Budget-conscious shoppers are keeping pork sales buoyant, and have become more adventurous in their choice of cut, following the urging of celebrity chefs and retail promotions.
In the 12 weeks to 17 May, shoulder roasts were the clear winner, with volume sales up by close to a quarter as consumers responded to the Jamie Oliver TV programme, Jamie Saves Our Bacon, and subsequent retail promotions urging shoppers to try lesser-known cuts of pork.
The figures suggest consumers' uptake of less common pork cuts is outlasting the initial spike following the TV programme. Back in February, Waitrose reported a rise in total pork sales of 20%, including pork belly joints up 66% and pork shoulder joints up by 270%, while, according to Tesco, its sales of affordable pork hock and shoulder steaks were already growing rapidly pre-programme. Over the 12 weeks to 17 May, volume sales rose by 4.5% for leg roasts and 2.2% for chops and steaks.
AHDB category development manager Richard Cullen says: "Pork is the strongest of the red meats and is performing well overall. It has always been the best value for money, but there is more experimentation with it now; people are doing more with it."
The volume market share of the biggest cuts are approximately 29% for fine grilling steaks; 14% for fine grilling chops; 22% for leg roasts; 14% for shoulder roasts; and 8% for belly pork, sales of which fell by just over 2% in the 12 weeks to 17 May. Smaller sub-categories, such as minced and diced pork, make up the balance.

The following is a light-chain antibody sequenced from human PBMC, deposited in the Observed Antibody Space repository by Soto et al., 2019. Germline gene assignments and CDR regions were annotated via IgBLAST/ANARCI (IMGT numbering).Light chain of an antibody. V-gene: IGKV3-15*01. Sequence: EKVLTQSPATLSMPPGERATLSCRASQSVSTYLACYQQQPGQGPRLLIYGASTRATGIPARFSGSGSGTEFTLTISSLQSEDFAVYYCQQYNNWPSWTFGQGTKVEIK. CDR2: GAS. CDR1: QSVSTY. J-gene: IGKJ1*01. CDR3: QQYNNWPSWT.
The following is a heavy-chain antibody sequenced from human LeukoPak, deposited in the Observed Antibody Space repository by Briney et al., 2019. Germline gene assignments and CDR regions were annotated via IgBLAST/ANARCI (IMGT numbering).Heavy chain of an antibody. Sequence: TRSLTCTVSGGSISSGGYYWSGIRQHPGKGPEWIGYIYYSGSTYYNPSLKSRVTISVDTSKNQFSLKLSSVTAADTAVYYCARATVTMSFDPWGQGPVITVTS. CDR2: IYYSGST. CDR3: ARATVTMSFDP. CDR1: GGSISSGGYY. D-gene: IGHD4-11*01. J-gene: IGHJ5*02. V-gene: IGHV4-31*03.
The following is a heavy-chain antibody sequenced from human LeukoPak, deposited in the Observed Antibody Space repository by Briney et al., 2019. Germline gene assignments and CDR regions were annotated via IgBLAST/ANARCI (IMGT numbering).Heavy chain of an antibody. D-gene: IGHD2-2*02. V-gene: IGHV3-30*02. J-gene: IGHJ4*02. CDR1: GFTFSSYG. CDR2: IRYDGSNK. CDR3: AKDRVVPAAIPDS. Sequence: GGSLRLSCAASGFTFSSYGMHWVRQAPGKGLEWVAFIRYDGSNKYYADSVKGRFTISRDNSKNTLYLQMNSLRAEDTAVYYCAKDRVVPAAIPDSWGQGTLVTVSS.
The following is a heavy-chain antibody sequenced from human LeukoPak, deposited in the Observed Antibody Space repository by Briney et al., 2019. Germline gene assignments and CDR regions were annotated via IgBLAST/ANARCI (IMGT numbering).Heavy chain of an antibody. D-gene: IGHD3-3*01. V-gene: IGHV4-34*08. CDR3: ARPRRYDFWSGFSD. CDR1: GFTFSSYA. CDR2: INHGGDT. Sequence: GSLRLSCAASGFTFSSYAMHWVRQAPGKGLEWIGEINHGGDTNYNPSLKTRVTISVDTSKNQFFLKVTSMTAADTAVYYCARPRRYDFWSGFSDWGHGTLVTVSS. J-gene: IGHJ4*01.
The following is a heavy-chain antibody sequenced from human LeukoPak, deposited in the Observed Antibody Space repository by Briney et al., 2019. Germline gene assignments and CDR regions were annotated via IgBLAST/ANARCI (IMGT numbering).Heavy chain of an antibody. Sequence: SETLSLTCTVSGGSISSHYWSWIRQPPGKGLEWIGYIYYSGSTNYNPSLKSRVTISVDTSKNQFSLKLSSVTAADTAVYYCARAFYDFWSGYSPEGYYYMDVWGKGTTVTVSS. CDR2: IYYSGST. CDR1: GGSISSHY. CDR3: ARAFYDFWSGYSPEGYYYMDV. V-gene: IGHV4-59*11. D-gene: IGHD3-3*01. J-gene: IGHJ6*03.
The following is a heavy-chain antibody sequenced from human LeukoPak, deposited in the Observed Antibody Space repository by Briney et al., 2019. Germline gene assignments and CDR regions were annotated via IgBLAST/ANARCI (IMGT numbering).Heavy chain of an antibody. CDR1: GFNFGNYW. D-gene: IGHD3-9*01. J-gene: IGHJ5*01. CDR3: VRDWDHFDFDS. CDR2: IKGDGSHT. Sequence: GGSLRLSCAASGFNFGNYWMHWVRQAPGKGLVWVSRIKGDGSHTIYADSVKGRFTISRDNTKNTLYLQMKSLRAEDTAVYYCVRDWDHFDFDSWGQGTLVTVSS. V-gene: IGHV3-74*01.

Total retail sales rose by 3.5% in volume and 11.5% in value over the period, with the average price up by 7.7% on the same period in 2008. For the year to 17 May, volume sales fell by 2.3% to 158,300t, while value climbed 8.3% to £778.6m on the back of a 10.9% year-on-year increase in the average price to £4.92/kg.
"Pork is still the cheapest of the three red meats," says Cullen. "It has been increasing in price, but the others have been increasing faster, with lamb expensive anyway."
Average prices for pork, lamb and beef were £4.87/kg, £6.17/kg and £6.73/kg respectively, over the 12 weeks to 17 May. "Meat does not appear to be showing any real recessionary effects," says Cullen. "There may be some trading-down, but generally sales are holding up very well, and pork is the best of the three red meats - probably because it is cheapest. People are looking for the best offers, and there are some good deals around."
Marks & Spencer has reported that cost-conscious shoppers have been switching from lamb to pork roasting joints, and has boosted volume sales of fresh pork mince and cuts for frying or grilling, with sales driven by promotions in the pork category.
Market analysis commissioned by Agricultural & Horticultural Development Board (AHDB) highlights divergences in the shopping patterns of the different socio-economic groups in the recession. While ABC1s are still taking advantage of multi-buys, C2s and DEs are paying more attention to reducing the end total of their shopping basket and looking for discounts on single items.
"Shoppers aren't noticing the price increase on pork in the same way they are with beef, which started out expensive," says Cullen, "but they are noticing what their shopping basket used to cost and how much it has risen. Everyone is watching what they are spending, even though 75% haven't been affected by the recession, and many are better off given interest rate cuts."